This map is part of a group release of Mercator and polar stereographic projections of Saturn's moon Phoebe. A Mercator projection is a map that preserves directions on a body, but distorts sizes, especially near the poles. For the other maps, see PIA07795 and PIA07797.
This global digital map of Phoebe was created using data taken during the Cassini spacecraft's close flyby of the small moon in June 2004.
The mosaic is projected into the Mercator projection within the latitude range of 57 degrees south to 57 degrees north latitude; the stereographic projections represent latitudes greater and lower than plus or minus 55 degrees. Thus, this map meets the standard scale of 1:1,000,000 recommended by the U.S. Geological Survey.
The projections are conformal, the quadrangles overlap and the scale of the poles was chosen such that the circumference of the stereographic projection is identical to the width of the Mercator projection.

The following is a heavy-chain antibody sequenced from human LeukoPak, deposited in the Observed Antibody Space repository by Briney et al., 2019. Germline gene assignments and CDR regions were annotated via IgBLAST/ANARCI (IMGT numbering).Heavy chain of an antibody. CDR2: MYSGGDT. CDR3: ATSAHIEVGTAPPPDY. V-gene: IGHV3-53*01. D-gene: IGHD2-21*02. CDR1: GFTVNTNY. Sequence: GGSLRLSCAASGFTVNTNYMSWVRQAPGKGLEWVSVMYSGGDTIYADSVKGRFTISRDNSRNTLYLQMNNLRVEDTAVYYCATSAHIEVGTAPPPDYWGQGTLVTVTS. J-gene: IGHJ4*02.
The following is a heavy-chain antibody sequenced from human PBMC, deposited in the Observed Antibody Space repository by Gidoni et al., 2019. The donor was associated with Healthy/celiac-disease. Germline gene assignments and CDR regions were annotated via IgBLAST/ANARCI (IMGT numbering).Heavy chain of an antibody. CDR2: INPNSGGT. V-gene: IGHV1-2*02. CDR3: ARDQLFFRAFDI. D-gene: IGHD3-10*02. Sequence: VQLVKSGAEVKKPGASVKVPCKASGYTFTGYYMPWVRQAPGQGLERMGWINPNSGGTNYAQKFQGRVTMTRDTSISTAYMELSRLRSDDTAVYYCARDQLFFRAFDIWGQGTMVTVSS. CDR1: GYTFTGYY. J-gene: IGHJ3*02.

The nomenclature (naming scheme) was proposed by the Cassini imaging team and has yet to be validated by the International Astronomical Union. Resolution of the digital mosaic is 233 meters (764 feet) per pixel, although the highest resolution images have resolutions of 70 meters (230 feet) per pixel.
The mean radius of Phoebe is 106.8 kilometers (66 miles).
See PIA07775 for a global mosaic of Phoebe in Equidistant projection. Equidistant projections preserve distances on a body, with some distortion of area and direction.
The Cassini-Huygens mission is a cooperative project of NASA, the European Space Agency and the Italian Space Agency. The Jet Propulsion Laboratory, a division of the California Institute of Technology in Pasadena, manages the mission for NASA's Science Mission Directorate, Washington, D.C. The Cassini orbiter and its two onboard cameras were designed, developed and assembled at JPL. The imaging operations center is based at the Space Science Institute in Boulder, Colo.
For more information about the Cassini-Huygens mission visit http://saturn.jpl.nasa.gov/home/index.cfm. The Cassini imaging team homepage is at http://ciclops.org.